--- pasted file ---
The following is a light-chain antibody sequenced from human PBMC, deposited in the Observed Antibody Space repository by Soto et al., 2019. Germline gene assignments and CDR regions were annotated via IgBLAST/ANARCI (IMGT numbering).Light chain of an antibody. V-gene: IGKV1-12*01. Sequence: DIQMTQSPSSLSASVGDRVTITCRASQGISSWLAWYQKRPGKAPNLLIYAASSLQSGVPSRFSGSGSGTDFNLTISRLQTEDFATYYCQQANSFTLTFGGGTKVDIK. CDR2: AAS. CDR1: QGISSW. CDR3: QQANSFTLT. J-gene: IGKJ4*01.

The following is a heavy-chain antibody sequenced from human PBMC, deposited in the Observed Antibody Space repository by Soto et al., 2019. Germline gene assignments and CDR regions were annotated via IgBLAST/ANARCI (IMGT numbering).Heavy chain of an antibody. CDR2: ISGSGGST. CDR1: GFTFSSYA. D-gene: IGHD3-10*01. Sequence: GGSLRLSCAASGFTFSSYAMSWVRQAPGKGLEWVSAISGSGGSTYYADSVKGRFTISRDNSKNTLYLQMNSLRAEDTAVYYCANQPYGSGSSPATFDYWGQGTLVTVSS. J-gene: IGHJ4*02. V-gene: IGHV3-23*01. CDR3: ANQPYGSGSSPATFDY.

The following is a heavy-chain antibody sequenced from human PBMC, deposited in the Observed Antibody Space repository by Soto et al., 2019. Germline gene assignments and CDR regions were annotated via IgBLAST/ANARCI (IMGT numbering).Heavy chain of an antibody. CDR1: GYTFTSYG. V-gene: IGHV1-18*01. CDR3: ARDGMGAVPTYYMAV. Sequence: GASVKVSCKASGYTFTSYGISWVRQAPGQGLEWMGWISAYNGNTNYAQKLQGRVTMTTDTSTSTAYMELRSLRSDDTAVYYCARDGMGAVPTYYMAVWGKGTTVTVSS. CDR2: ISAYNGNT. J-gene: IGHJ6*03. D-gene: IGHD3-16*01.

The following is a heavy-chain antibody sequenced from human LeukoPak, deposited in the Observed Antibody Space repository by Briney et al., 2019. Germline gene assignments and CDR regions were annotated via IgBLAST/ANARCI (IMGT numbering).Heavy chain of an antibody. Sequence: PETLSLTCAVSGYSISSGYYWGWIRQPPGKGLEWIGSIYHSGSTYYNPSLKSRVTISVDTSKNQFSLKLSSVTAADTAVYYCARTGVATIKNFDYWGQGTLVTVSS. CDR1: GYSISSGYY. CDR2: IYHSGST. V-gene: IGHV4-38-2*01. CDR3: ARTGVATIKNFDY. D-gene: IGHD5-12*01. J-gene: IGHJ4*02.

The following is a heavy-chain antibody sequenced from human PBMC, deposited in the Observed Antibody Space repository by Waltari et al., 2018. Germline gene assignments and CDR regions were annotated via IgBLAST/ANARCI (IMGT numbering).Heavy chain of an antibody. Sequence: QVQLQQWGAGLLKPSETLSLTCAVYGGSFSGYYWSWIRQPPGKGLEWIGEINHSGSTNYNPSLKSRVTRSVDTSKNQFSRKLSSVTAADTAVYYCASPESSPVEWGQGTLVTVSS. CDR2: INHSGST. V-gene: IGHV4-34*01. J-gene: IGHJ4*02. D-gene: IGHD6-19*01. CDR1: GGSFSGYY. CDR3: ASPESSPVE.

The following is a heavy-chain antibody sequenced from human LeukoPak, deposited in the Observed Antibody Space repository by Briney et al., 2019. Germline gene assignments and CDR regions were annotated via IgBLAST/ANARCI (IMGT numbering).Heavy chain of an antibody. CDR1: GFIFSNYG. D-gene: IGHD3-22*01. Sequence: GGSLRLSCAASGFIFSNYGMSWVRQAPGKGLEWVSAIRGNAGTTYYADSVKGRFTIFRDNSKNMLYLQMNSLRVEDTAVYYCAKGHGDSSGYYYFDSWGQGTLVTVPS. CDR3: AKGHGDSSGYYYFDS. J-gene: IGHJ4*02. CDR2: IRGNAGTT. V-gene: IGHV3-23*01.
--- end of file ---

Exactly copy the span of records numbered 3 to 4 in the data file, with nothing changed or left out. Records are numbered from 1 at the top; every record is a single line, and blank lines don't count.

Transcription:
The following is a heavy-chain antibody sequenced from human PBMC, deposited in the Observed Antibody Space repository by Soto et al., 2019. Germline gene assignments and CDR regions were annotated via IgBLAST/ANARCI (IMGT numbering).Heavy chain of an antibody. CDR1: GYTFTSYG. V-gene: IGHV1-18*01. CDR3: ARDGMGAVPTYYMAV. Sequence: GASVKVSCKASGYTFTSYGISWVRQAPGQGLEWMGWISAYNGNTNYAQKLQGRVTMTTDTSTSTAYMELRSLRSDDTAVYYCARDGMGAVPTYYMAVWGKGTTVTVSS. CDR2: ISAYNGNT. J-gene: IGHJ6*03. D-gene: IGHD3-16*01.

The following is a heavy-chain antibody sequenced from human LeukoPak, deposited in the Observed Antibody Space repository by Briney et al., 2019. Germline gene assignments and CDR regions were annotated via IgBLAST/ANARCI (IMGT numbering).Heavy chain of an antibody. Sequence: PETLSLTCAVSGYSISSGYYWGWIRQPPGKGLEWIGSIYHSGSTYYNPSLKSRVTISVDTSKNQFSLKLSSVTAADTAVYYCARTGVATIKNFDYWGQGTLVTVSS. CDR1: GYSISSGYY. CDR2: IYHSGST. V-gene: IGHV4-38-2*01. CDR3: ARTGVATIKNFDY. D-gene: IGHD5-12*01. J-gene: IGHJ4*02.